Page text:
Holden Laurence, photo courtesy the artist

Opening with a melodic bass line, steady tom rolls and hi-hat tapping with a ghostly synth haunting the background, Holden Laurence’s “Sometimes Laughter” immediately recalls Joy Division’s “Decades.” But when the vocals come in the keyboards soar into a more uplifting dynamic while somehow remaining melancholic, guitar melody gloomily bending in flanger. Laurence’s vocals imbue a story of tragedy and heartache with a sense of romance and humor at the absurdity of some of the situations life throws at you. Laurence played all the instruments on the track minus the drums performed by Michael O’Brien of The Modern Electric and there is a coherent and balanced aesthetic.The fiery, rhythmic guitar solo at the end of the song paired with ethereal keyboard work isn’t just reminiscent of Joy Division, but also of The Sound and the way the band could sound so hopeful while plumbing the depths of personal darkness trying to find there some revelatory and illuminating emotional truth. Listen to “Sometimes Laughter” on Soundcloud and connect with Holden Laurence at the links provided.

Carley Sunn Eviscerates Power Tripping Narcissists on “How Many Horses Do You Have?”

Carley Sunn “How Many Horses Do You Have?” cover (cropped)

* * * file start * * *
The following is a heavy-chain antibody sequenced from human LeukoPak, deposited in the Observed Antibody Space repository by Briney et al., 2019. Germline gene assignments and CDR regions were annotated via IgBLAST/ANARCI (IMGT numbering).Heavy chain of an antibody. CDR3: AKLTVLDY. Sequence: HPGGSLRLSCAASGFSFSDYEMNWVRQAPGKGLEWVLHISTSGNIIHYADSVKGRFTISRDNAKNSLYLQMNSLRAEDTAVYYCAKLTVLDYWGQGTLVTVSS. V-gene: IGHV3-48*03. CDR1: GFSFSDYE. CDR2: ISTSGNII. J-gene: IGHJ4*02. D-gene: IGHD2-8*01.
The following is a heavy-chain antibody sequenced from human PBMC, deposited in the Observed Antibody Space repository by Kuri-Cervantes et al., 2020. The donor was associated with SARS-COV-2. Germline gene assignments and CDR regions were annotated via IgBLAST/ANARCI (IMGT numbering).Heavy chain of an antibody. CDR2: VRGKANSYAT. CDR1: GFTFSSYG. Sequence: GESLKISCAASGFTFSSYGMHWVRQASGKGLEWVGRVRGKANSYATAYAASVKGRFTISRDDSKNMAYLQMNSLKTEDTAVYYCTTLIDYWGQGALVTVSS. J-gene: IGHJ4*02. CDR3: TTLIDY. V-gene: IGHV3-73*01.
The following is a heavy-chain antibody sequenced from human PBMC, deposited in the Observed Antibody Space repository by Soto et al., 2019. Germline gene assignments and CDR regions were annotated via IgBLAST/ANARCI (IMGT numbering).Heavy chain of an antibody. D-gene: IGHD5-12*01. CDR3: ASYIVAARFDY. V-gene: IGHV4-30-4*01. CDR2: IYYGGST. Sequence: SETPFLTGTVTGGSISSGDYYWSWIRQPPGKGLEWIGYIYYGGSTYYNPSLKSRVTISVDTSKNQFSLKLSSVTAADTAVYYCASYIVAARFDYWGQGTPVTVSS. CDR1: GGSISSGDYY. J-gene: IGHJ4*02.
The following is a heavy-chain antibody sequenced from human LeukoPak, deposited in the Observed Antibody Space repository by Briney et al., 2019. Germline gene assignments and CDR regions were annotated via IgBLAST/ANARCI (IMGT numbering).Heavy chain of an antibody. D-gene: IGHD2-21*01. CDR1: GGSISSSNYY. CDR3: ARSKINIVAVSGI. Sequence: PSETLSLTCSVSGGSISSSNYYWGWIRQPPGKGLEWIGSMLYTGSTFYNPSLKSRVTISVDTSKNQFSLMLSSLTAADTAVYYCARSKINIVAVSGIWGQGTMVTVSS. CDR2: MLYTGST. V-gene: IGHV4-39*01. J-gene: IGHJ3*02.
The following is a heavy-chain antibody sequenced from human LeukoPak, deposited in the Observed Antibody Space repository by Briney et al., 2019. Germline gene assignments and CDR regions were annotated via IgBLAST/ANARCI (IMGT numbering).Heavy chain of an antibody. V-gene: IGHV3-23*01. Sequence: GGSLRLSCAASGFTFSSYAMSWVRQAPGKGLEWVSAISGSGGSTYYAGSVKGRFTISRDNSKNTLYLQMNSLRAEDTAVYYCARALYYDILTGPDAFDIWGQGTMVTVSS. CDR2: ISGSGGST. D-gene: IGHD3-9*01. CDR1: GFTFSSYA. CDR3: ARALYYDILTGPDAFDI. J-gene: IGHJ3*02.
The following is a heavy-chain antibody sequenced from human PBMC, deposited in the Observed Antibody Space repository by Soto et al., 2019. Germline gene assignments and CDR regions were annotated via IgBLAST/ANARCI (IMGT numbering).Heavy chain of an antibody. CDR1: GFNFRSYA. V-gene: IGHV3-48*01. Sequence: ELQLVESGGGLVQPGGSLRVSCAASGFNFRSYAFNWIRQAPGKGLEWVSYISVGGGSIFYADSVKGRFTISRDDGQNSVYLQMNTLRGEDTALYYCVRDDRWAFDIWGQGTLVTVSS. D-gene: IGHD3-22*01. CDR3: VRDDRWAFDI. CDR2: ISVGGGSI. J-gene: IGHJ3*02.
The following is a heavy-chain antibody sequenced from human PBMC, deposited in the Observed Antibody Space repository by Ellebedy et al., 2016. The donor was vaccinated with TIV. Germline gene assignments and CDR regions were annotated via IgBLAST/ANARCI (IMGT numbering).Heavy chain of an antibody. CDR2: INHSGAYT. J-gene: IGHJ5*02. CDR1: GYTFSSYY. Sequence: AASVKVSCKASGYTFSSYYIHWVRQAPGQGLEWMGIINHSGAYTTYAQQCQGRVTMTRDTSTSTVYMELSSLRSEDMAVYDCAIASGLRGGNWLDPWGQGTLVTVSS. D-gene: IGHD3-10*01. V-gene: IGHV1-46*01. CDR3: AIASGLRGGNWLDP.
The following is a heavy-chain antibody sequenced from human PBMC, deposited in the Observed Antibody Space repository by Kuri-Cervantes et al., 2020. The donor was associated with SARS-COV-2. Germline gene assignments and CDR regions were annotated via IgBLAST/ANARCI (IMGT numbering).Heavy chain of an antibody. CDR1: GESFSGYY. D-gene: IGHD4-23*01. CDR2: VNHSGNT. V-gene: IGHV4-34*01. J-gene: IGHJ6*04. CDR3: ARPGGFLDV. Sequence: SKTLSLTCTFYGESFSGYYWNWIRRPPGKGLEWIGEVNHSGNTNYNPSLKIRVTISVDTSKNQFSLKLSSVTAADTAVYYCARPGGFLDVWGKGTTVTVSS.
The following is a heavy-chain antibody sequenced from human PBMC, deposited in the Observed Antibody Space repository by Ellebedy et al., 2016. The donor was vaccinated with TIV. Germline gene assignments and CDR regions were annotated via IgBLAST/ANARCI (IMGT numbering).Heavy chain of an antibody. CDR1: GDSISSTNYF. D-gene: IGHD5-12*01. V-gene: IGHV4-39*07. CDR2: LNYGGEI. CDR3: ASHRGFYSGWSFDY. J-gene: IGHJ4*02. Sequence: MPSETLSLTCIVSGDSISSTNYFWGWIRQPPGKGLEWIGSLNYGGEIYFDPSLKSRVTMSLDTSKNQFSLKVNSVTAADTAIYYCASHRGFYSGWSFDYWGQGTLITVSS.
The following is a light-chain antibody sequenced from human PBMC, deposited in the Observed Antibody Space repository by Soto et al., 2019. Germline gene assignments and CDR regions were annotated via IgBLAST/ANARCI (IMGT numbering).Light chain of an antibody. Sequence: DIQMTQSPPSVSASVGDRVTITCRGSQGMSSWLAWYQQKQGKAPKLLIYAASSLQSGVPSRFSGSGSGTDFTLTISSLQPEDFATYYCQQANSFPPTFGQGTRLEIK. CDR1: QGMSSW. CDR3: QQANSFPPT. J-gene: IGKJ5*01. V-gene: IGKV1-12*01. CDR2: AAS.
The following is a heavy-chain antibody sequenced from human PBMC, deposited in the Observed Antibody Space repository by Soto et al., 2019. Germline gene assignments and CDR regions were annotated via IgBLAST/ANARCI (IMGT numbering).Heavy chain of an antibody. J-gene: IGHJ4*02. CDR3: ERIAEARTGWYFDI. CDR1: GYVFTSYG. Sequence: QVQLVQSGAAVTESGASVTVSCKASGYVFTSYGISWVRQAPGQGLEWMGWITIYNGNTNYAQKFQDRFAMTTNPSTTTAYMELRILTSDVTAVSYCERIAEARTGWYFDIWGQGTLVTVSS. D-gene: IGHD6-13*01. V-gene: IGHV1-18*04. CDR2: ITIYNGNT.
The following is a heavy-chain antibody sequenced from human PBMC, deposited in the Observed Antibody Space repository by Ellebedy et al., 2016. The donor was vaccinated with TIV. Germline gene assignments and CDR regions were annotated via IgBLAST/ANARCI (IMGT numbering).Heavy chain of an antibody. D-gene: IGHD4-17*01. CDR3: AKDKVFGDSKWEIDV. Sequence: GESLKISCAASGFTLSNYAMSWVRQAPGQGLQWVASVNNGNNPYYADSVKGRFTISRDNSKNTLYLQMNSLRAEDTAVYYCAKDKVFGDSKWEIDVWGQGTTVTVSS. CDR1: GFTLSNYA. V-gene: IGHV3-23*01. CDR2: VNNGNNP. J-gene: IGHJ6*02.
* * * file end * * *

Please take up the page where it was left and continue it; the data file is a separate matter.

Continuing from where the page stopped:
“How Many Horses Do You Have?” finds Carley Sunn dipping into a glimmering, bass and synth driven 80s-era synth pop/new wave post-punk sound, like maybe the songwriter was taking in a lot of The Sound’s middle era, Sparks and early Wall of Voodoo. Maybe Sunn was into Echoes period The Rapture too or Les Savy Fav. What gives the song an interesting dichotomy is like all of those bands there’s the bright, melodic atmospheric element paired with an emotional intensity to the vocals. The story of the song is about a power tripping hypocrite who seems to have taken all his manufactured success symbols of proof for his validity as an authority figure. “How many damsels have you saved? How many pirates have you killed?” the vocalist asks in mockery of the faux heroics and the title of the song taking that dig even further. One only imagines the exact inspiration behind the song but we’ve all been in situations where someone in our lives seems to have so much power over us for a while, always entirely too long, and they seem to get a thrill out of their ability to control us and manipulate us thinking we don’t see through them and that their power will last forever when it never does. Listen to “How Many Horses Do You Have?” on Spotify and follow Carley Sunn on Instagram.